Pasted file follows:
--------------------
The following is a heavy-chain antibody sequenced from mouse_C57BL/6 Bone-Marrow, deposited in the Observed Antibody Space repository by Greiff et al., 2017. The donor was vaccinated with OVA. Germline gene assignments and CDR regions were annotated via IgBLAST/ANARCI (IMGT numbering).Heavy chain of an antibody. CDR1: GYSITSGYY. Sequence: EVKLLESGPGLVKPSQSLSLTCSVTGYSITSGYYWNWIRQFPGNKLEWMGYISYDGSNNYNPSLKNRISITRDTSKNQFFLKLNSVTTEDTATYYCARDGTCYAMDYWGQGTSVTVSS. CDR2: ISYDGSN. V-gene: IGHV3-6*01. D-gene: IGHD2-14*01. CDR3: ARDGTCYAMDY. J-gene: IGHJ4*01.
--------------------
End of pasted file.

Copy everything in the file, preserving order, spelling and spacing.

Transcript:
The following is a heavy-chain antibody sequenced from mouse_C57BL/6 Bone-Marrow, deposited in the Observed Antibody Space repository by Greiff et al., 2017. The donor was vaccinated with OVA. Germline gene assignments and CDR regions were annotated via IgBLAST/ANARCI (IMGT numbering).Heavy chain of an antibody. CDR1: GYSITSGYY. Sequence: EVKLLESGPGLVKPSQSLSLTCSVTGYSITSGYYWNWIRQFPGNKLEWMGYISYDGSNNYNPSLKNRISITRDTSKNQFFLKLNSVTTEDTATYYCARDGTCYAMDYWGQGTSVTVSS. CDR2: ISYDGSN. V-gene: IGHV3-6*01. D-gene: IGHD2-14*01. CDR3: ARDGTCYAMDY. J-gene: IGHJ4*01.